In discussing the grounding of faith on the promises of God to supply strength to His saints, Gurnall takes up a pastoral question of conflicted consciences in his readers. Part of the Christian life is dealing with our consciences when realization is made that we are walking awry in some way or another - and oftentimes this engagement with our consciences can give rise to great agony and pain over knowing our sin and understanding the offense it is to our Almighty God and Sovereign Lord. Gurnall offers in such cases great wisdom, and solid exhortation:
"In agonies of conscience that arise from the greatness of thy sins, fly for refuge into the almighty power of God. Truly, sirs, when a man's sins are displayed in all their bloody colours, and spread forth in their killing aggravations, and the eye of conscience awakened to behold them through the multiplying or magnifying glass of a temptation, they must needs surprise the creature with horror and amazement, till the soul can say with the prophet, For all this huge host, there is yet more with me than against me. For all this huge host, there is yet more with me than against me. One Almighty is more than many mighties. All these mighty sins and devils, make not one almighty sin, or an almighty devil. Oppose to all the hideous charges brought against thee by them this onely attribute... Thou mayest, poor soul, when accused by Satan, molested by his terrors, say, It is God that justifies; I have his hand to it, that I should have my life given to me as soon as I laid down my arms and submitted to him.... I commit myself to him as unto a faithful Creator." (p. 35, William Gurnall, The Christian in Complete Armour)Surely all sin - God's lambs as well as those outside the fold. All, however, do not have recourse to God's living water. Oftentimes we who are in Christ will see more clearly and experience more forcefully the effects of sin in ourselves... for we see sin as it is - black and ugly, and a rebellion toward God our Father. Surely this realization is of a discomforting nature - and therefore the balm of Gilead must be applied to us if we are to survive that discomfort brought on by our self-awareness. This is promised to us, and a help toward obtaining that salve is the recognition of the promise of God's covenant bonds with us. When I am convinced of the promise of God to save His own, and the certainty of the declaration of Christ on the Cross, "It is finished", then I can declare with Paul, "thanks be to God," and "it is God that justifies".
We must, too, remember that this covering, this actual, realized atonement, is not ours by our obedience, or ours by our good intentions - but ours by bond of Christ, instituted by God Himself in eternity past, realized in time. It is the covenant union of Christ's sheep with Him as the Shepherd who laid down His life for them that brings the sheep through, and renders them acceptable and spotless as He is.
We must, as we approach God in penitential prayer, strive with our own flesh to approach Him in humility as recipients of the gracious gift of acceptance with Him. As we take refuge in Him with this understanding, we are able to grasp the promise of protection, strength, and grace that Gurnall has been talking about for some time in this first part of this work.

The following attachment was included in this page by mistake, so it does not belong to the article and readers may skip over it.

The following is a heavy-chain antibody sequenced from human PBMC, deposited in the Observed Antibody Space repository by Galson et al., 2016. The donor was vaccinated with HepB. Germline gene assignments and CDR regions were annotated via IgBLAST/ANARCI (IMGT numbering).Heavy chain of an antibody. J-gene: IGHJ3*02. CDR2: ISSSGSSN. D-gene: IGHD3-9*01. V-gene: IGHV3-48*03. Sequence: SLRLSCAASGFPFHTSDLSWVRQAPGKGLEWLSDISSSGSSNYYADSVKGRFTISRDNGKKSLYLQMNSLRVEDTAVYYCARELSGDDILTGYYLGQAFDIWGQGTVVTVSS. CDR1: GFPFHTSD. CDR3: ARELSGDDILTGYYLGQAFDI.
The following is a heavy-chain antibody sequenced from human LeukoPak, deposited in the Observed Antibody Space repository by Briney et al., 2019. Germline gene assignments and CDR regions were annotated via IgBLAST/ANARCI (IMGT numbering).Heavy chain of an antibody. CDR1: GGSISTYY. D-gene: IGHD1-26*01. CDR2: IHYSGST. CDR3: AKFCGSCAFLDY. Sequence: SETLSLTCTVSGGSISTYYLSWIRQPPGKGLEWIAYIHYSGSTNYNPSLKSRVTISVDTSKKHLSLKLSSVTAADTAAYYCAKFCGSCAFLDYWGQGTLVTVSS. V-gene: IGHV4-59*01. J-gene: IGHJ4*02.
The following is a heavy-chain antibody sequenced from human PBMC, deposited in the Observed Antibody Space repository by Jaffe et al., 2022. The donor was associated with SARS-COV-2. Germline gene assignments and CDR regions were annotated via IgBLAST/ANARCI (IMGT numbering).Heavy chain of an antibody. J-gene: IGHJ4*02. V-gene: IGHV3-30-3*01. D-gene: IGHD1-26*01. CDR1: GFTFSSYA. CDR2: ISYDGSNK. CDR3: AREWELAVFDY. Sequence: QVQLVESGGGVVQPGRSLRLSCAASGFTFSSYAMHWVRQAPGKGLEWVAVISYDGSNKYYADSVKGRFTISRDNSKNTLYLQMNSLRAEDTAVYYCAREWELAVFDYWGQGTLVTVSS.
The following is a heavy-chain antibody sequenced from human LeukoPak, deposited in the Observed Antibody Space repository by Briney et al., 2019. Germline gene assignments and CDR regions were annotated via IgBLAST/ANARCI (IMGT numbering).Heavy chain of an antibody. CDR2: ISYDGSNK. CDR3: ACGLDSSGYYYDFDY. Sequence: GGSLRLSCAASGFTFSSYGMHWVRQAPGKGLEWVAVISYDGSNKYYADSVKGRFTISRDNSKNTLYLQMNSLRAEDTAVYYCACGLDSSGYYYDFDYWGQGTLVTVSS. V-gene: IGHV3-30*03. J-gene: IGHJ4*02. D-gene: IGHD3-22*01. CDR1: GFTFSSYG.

Gurnall next goes on to point out an inconsistency in some - an arrogance that is so easy to slip into when one is promised strength by the Almighty God. This arrogance is the attitude that, "since God is on my side, I can therefore test the waters of His promise and go live on the edge a little. I don't intend to actually dip my whole body in the pool of sin, but maybe dangle my feet in a bit, since I know the lifeguard is perfect. It'll be alright - God will understand that I'm fallible."
As the angel said to John when John bowed down to him in worship, "Don't DO THAT!" This is the height of arrogance and a manifestation of a complete misunderstanding of God's grace. Gurnall writes,
"while thou expectest the performance of the promise, and the assistance of the almighty power against thy corruptions, take heed that thou keep under the shadow of this attribute, and condition of this promise, Ps. xci.1. The shadow will not cool except in it. What good to have the shadow, though of a mighty rock, when we sit in the open sun? to have almighty power engaged for us, and we to throw ourselves out of the protection thereof by bold sallies into the mouth of temptation?" (p. 36, William Gurnall, The Christian in Complete Armour)The beauty of God's grace is its freedom in His decree, and our freedom in it - but that freedom is a freedom to walk in His ways - not a freedom of licentious living. We cannot rightly expect ANY protection if we deliberately dabble in sin... that is not the purpose of God's grace, and it is an ugly thing to pursue paths of unrighteousness while clinging to the promise of God. Security in God's arms must have the effect of our longing to be drawn closer to, not test the boundaries of, His heart.